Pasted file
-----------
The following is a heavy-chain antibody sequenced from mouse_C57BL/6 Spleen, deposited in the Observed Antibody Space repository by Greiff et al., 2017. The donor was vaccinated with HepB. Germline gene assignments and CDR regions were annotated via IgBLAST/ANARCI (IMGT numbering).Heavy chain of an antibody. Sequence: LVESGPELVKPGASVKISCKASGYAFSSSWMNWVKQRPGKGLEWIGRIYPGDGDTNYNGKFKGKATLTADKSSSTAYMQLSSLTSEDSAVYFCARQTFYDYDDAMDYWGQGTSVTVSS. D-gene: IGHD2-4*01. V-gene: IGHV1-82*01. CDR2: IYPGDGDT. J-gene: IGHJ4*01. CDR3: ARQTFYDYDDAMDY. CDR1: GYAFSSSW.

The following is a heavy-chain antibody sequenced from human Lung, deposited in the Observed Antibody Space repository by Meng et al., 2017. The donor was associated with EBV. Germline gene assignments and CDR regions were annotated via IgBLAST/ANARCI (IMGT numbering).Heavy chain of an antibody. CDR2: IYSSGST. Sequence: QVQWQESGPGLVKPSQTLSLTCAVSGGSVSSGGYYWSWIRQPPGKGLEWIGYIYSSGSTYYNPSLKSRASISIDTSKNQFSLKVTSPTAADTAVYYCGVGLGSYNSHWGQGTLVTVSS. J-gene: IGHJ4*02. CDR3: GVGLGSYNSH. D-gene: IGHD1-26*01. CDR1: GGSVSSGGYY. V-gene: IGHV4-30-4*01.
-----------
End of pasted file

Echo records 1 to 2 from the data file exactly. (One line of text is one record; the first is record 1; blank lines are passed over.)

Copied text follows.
The following is a heavy-chain antibody sequenced from mouse_C57BL/6 Spleen, deposited in the Observed Antibody Space repository by Greiff et al., 2017. The donor was vaccinated with HepB. Germline gene assignments and CDR regions were annotated via IgBLAST/ANARCI (IMGT numbering).Heavy chain of an antibody. Sequence: LVESGPELVKPGASVKISCKASGYAFSSSWMNWVKQRPGKGLEWIGRIYPGDGDTNYNGKFKGKATLTADKSSSTAYMQLSSLTSEDSAVYFCARQTFYDYDDAMDYWGQGTSVTVSS. D-gene: IGHD2-4*01. V-gene: IGHV1-82*01. CDR2: IYPGDGDT. J-gene: IGHJ4*01. CDR3: ARQTFYDYDDAMDY. CDR1: GYAFSSSW.

The following is a heavy-chain antibody sequenced from human Lung, deposited in the Observed Antibody Space repository by Meng et al., 2017. The donor was associated with EBV. Germline gene assignments and CDR regions were annotated via IgBLAST/ANARCI (IMGT numbering).Heavy chain of an antibody. CDR2: IYSSGST. Sequence: QVQWQESGPGLVKPSQTLSLTCAVSGGSVSSGGYYWSWIRQPPGKGLEWIGYIYSSGSTYYNPSLKSRASISIDTSKNQFSLKVTSPTAADTAVYYCGVGLGSYNSHWGQGTLVTVSS. J-gene: IGHJ4*02. CDR3: GVGLGSYNSH. D-gene: IGHD1-26*01. CDR1: GGSVSSGGYY. V-gene: IGHV4-30-4*01.